San Francisco, Dec 13 (IANS) As hundreds of millions of people are affected by insect-borne diseases every year, Google is developing a new technology to combat such diseases using decades-old datasets mined by Google Books.
“A team at Google Brain is using decades-old datasets mined by Google Books — along with a newly developed sensory map for odour — to combat this major global health issue,” Google said in a blogpost.
“This is possible because the team recently discovered that a mosquito’s sense of smell is not so different from ours,” it added.
The tech giant mentioned that climate change has led to an expansion of insects, including ticks and mosquitoes, which can lead to dengue fever, lyme disease, and malaria outbreaks.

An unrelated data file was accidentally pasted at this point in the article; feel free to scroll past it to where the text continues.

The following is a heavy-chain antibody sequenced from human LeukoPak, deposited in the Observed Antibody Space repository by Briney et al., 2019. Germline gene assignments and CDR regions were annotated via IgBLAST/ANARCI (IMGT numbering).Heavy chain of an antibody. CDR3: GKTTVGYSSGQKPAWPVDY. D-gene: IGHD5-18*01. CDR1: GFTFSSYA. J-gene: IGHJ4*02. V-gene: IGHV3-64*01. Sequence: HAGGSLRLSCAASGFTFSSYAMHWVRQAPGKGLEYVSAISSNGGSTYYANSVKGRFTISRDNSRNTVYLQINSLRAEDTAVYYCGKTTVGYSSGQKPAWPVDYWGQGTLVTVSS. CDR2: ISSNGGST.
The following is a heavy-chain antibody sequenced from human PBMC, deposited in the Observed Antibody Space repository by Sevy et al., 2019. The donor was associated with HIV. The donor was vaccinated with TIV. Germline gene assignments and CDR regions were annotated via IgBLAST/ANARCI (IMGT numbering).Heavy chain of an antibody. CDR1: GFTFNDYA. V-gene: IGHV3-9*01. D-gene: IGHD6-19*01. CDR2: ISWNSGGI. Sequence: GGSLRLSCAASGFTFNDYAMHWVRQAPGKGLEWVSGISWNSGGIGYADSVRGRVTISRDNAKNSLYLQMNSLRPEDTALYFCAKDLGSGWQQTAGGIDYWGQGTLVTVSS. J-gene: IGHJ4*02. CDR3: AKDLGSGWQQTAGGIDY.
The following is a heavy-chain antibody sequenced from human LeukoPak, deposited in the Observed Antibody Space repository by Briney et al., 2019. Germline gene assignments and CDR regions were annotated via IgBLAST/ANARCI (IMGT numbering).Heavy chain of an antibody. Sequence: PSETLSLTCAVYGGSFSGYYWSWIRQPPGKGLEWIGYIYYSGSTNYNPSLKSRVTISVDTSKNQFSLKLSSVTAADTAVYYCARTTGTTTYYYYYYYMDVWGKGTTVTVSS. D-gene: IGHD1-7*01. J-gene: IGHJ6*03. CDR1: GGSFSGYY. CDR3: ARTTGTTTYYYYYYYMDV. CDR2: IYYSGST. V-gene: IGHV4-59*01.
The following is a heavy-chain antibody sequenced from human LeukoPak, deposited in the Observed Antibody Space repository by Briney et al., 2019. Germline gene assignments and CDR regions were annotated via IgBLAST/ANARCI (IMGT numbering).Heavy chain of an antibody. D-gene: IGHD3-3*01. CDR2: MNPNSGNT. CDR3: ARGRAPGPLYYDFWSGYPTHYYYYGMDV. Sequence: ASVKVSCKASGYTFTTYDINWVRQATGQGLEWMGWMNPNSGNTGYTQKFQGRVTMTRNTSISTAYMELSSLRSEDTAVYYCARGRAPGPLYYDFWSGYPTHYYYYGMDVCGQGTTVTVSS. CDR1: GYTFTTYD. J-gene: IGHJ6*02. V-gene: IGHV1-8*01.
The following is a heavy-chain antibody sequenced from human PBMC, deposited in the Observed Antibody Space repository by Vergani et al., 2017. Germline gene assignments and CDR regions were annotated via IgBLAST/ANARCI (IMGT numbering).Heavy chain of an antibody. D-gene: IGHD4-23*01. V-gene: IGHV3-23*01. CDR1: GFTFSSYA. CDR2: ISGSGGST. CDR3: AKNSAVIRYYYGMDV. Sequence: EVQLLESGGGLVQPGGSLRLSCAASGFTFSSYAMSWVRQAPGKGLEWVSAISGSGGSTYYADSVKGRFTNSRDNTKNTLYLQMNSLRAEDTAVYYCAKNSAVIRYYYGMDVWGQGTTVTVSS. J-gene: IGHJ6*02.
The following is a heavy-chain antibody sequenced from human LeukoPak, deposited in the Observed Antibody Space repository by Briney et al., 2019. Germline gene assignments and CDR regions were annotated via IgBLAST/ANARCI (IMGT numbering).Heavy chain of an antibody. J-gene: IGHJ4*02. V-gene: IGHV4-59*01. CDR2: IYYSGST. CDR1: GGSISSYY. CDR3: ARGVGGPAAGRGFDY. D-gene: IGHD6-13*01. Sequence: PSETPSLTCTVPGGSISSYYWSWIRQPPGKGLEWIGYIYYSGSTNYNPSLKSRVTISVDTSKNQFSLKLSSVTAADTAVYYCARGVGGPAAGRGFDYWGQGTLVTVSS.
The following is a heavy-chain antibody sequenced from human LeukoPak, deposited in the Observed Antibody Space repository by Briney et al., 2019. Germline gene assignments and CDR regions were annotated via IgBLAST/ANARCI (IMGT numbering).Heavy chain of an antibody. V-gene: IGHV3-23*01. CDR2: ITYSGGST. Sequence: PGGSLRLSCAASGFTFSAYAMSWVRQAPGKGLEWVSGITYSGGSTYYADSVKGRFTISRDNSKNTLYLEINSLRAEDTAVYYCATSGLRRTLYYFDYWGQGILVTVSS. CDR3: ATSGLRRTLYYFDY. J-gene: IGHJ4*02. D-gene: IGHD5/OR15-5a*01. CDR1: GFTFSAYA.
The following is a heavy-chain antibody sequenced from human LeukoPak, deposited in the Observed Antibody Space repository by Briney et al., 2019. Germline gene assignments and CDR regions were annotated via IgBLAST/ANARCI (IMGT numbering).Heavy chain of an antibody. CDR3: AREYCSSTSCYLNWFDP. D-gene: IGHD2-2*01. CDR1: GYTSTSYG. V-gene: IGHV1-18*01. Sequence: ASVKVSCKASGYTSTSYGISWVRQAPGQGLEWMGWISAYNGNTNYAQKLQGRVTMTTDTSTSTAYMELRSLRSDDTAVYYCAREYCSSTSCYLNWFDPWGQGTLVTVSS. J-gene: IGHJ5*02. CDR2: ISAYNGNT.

“My team is focused on giving computers a sense of smell. As we reviewed predictions of the neural networks we trained to predict what molecules smell like to people, we found that they were also useful to predict how the ‘smell parts’ of the brains of insects respond to the same molecules,” explains Alex Wiltschko, Former Google Brain researcher, and now Entrepreneur in Residence at Google Ventures.
Researchers at Google Brain realised that if they could train computers to recognise the odours that repel mosquitoes, those computers could help predict safe, inexpensive, and effective repellents to halt the spread of the insect-borne disease.
To develop this technology, the team identified relevant research completed by the US Department of Agriculture during World War II.
“We learned about a dataset where they tested thousands of repellents — much more than the 20 we had,” said Alex.
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